edit: example: I'm in the academy now, and it was 8 years ago that I decided that this is where I wanted to end up.

  10. #10
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    What is this NYFD you speak of??? Never heard of it. If you meant FDNY, you spelled it wrong.

    As for previous experience/training.....Most cities on the East Coast could care less where you came from, how much training you have and for the most part how many college credits or fire-service oriented degrees you have. There are no "Lateral Transfers" here like there are on the West Coast. A guy who has 10 years in the busiest engine company in FDNY has to go through the same hiring process and training to get on board with the Philadelphia Fire Department that any other Joe Schmoe who has never seen a nozzle before does. The only potential hiring preference you may get in some places are residency and veterans preference. Additionally SOME cities (FDNY for one) do have requirements for "X" amount of college credits- and it can be for anything. Some smaller cities, like in the surrounding suburbs of Philly do hire guys with previous training and experience, 99% of the time IFSAC/Pro-Board certs only are accepted.

    If you are going to spend money on classes, I suggest you go for Paramedic and look into getting hired in the South or Mid-West US.
    "Loyalty Above all Else. Except Honor."

  11. #11
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    Quote Originally Posted by FWDbuff View Post
    What is this NYFD you speak of??? Never heard of it. If you meant FDNY, you spelled it wrong.

    As for previous experience/training.....Most cities on the East Coast could care less where you came from, how much training you have and for the most part how many college credits or fire-service oriented degrees you have. There are no "Lateral Transfers" here like there are on the West Coast. A guy who has 10 years in the busiest engine company in FDNY has to go through the same hiring process and training to get on board with the Philadelphia Fire Department that any other Joe Schmoe who has never seen a nozzle before does. The only potential hiring preference you may get in some places are residency and veterans preference. Additionally SOME cities (FDNY for one) do have requirements for "X" amount of college credits- and it can be for anything. Some smaller cities, like in the surrounding suburbs of Philly do hire guys with previous training and experience, 99% of the time IFSAC/Pro-Board certs only are accepted.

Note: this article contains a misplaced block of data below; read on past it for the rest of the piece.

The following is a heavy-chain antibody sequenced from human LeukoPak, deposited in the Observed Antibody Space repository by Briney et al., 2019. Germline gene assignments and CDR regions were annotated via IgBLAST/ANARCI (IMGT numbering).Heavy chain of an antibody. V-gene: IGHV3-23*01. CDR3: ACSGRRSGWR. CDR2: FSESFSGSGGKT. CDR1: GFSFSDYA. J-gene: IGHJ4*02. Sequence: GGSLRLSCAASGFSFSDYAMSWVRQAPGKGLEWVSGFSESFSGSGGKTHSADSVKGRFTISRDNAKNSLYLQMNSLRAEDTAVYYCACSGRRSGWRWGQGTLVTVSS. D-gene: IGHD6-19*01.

If you are going to spend money on classes, I suggest you go for Paramedic and look into getting hired in the South or Mid-West US.
    Thanks FWDbuff,
    I start EMT-1 training in April, and I am finishing up my degree. I am gonna focus on getting a job here in California, but I was just curious about the East Coast, because I don't know if I would wanna spend the rest of my life here on the West. I guess I can worry about it more when it comes to that time.

    Thanks again everyone.

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    I know one of my buddies from Seattle ( Truck 41 I believe) got a job down here in the Bay Area,CA with a smaller department because of fiancee being transferred for work. When he tested with Sacramento City and other departments when it came down to chiefs interview, all of his certs from Seattle meant nothing in California. Luckily the smaller department hired him, and is letting him get retrained in the California standards. Right now it is tough in California, I am looking in other states such as Idaho ( Boise is beautiful and great department from what I have been told.)

  13. #13
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    Greetings,

    My name is Bill Hicks and I am in my 18th year in the fire service, and currently serve as a fire chief. I am also a doctoral candidate at Eastern Kentucky University and my dissertation topic involves investigating the current status of firefighter reciprocity among the 50 states. I am seeking members of the fire service who may have experience in moving from state to state and seeking reciprocity, or recognition of certification issued by your old state, in a new state. Also, if you came from the military and sought reciprocity for DOD certificates, I would like to hear from you as well. If you have not experienced this, please forward the link below to anyone who you may know that has done this.

    For those that have such experiences, I am humbly asking you to give 5 minutes of your time to answer a short series of question found at the link below on your experiences with seeking reciprocity, or recognition when you moved from one state to another, regardless of being paid or volunteer members in your department.

    Also at the end of the survey you will have a space to share any experiences you may have had when dealing with reciprocity of fire service certifications in your department and with your state. Also feel free to forward this to any fire service member(s) who you feel would have something to say on the topic.

    Your anonymity is protected throughout the process. Just click or copy the link below to begin.

    https://ekussem.co1.qualtrics.com/SE...Z1aVMb9w1QhYtD

    Also, if you would like to share your experiences with me in more depth after taking part in the survey, please leave your email in the beginning of the comments section at the end of the survey.